Guest blog by Eleanor Holmes
Graduating and psychology careers
Graduating from university can bring a wave of relief and excitement for many psychology postgraduates. This is especially following a term of dissertation projects and final-year exams. However, this can be closely followed by the competitiveness and stress experienced when trying to kick-start a psychology career. Be it careers within the realm of clinical psychology or contributing to public policy, many postgraduates come to the realisation that getting the job they want straight after graduating can be very difficult. It can even feel unrealistic. One common example is Assistant Psychologist vacancies. It’s a very popular role many graduates apply for, only to be turned down in many cases. This can be very frustrating and stressful.
To add to this, COVID-19 has made job-hunting over the last year much harder. Research projects have halted and clinics have experienced funding cuts. As a result, the number of jobs available within Psychology have dwindled significantly. Those with more experience and advanced academic achievements (such as a Masters) have been prioritised.
With or without the struggles of a pandemic, building a career from the bottom is, of course, no small thing. It can be very daunting, especially as it is a new experience for those recently graduated. Experiencing this part of life for the first time, coupled with initial rejection can be disappointing and a bit deflating. As a result, negative thoughts, feelings and general deterioration in mental health are a common occurrence, particularly in relation to our self-worth.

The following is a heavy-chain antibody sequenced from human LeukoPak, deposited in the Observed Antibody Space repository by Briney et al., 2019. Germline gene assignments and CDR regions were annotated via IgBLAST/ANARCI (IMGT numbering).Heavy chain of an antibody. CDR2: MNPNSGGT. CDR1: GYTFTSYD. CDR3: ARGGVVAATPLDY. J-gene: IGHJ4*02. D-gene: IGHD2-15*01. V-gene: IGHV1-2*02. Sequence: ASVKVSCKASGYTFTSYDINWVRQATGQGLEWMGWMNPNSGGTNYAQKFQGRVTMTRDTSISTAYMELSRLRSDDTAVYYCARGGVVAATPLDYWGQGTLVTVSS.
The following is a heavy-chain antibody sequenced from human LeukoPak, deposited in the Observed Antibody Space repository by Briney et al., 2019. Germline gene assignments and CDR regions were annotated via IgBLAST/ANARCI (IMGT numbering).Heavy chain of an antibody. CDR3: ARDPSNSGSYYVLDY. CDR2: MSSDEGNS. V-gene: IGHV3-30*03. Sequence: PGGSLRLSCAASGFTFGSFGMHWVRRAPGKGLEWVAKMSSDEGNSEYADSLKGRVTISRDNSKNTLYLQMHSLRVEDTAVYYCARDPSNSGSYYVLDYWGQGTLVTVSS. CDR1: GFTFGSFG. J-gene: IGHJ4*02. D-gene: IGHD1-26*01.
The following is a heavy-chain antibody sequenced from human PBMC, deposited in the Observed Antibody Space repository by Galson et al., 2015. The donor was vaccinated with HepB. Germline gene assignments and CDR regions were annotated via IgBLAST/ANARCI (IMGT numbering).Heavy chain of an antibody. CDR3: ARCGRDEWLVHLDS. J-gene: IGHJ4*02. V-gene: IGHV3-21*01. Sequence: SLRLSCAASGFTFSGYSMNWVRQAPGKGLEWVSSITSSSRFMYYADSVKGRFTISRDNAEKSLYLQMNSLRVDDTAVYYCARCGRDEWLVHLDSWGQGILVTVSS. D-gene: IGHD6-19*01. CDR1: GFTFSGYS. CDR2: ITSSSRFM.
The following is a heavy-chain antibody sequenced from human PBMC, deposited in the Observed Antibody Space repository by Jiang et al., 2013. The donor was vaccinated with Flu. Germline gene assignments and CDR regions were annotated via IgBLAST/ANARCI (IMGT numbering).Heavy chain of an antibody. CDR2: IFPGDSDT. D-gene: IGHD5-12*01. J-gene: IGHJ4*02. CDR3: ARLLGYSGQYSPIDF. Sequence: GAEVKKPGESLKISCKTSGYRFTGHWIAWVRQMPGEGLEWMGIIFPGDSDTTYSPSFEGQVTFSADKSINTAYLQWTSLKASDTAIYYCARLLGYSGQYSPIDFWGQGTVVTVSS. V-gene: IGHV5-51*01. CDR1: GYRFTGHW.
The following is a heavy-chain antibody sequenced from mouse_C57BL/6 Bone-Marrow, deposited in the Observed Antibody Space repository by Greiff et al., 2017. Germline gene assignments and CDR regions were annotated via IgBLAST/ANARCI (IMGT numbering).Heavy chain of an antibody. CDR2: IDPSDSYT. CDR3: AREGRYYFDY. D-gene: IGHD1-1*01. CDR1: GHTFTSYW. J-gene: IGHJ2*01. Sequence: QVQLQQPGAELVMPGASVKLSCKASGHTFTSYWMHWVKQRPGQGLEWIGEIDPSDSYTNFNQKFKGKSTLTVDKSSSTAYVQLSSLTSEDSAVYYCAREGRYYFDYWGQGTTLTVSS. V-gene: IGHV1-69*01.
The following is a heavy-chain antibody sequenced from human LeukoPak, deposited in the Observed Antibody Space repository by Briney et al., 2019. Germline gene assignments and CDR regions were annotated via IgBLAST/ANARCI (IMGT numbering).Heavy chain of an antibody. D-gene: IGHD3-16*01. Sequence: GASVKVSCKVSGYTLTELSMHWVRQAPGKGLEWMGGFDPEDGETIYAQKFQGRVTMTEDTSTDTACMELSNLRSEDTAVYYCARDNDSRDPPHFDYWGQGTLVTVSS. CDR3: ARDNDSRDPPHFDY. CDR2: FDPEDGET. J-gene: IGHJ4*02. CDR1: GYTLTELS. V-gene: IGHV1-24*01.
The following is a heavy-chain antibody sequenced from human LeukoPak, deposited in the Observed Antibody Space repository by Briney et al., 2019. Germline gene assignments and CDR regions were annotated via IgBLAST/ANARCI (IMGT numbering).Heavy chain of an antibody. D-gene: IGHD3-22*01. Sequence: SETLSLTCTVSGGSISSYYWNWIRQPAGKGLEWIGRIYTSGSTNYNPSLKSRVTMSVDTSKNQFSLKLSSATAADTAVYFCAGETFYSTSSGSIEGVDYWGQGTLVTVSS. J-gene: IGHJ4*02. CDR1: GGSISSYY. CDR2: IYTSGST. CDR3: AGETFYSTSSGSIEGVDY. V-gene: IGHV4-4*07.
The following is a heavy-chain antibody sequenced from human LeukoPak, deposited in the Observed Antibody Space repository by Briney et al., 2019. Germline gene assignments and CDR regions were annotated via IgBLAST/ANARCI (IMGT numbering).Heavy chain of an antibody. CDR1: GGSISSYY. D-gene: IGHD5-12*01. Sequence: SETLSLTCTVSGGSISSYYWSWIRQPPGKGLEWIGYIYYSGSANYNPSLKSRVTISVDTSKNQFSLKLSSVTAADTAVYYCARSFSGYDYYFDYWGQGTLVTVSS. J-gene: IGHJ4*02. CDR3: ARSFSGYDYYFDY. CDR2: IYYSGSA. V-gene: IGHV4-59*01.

Impact on mental health
As a career (for most) is a massive part of life, it is not surprising how much career-related triumphs and short-comings can have an impact on our mental health and wellbeing. Postgrads finding it hard to bag a job may experience this, especially with regards to their self-esteem. Such difficulties may trigger individuals to question their self-worth and their achievements. This can then act as a magnet for other negative, self-deprecating thoughts. For example, thoughts like ‘I am useless’ , ‘I am unemployable’ or ‘I will never get a job’ may begin to surface, which can be very hurtful and damaging.
Continuous self-deprecating thoughts can lead to maladaptive behaviours such as avoidance. After experiencing several employment rejections, an individual may feel less motivated to write and send application letters. This also acts as a way of avoiding future rejections. This behaviour can fuel more negative thoughts e.g. ‘I am lazy.’. This creates a generally negative mindset, making it harder to be productive and focused. This vicious cycle is thus created, and can lead to troubling mental health issues such as low mood and depression. Not only that, but advantageous opportunities are also missed out on.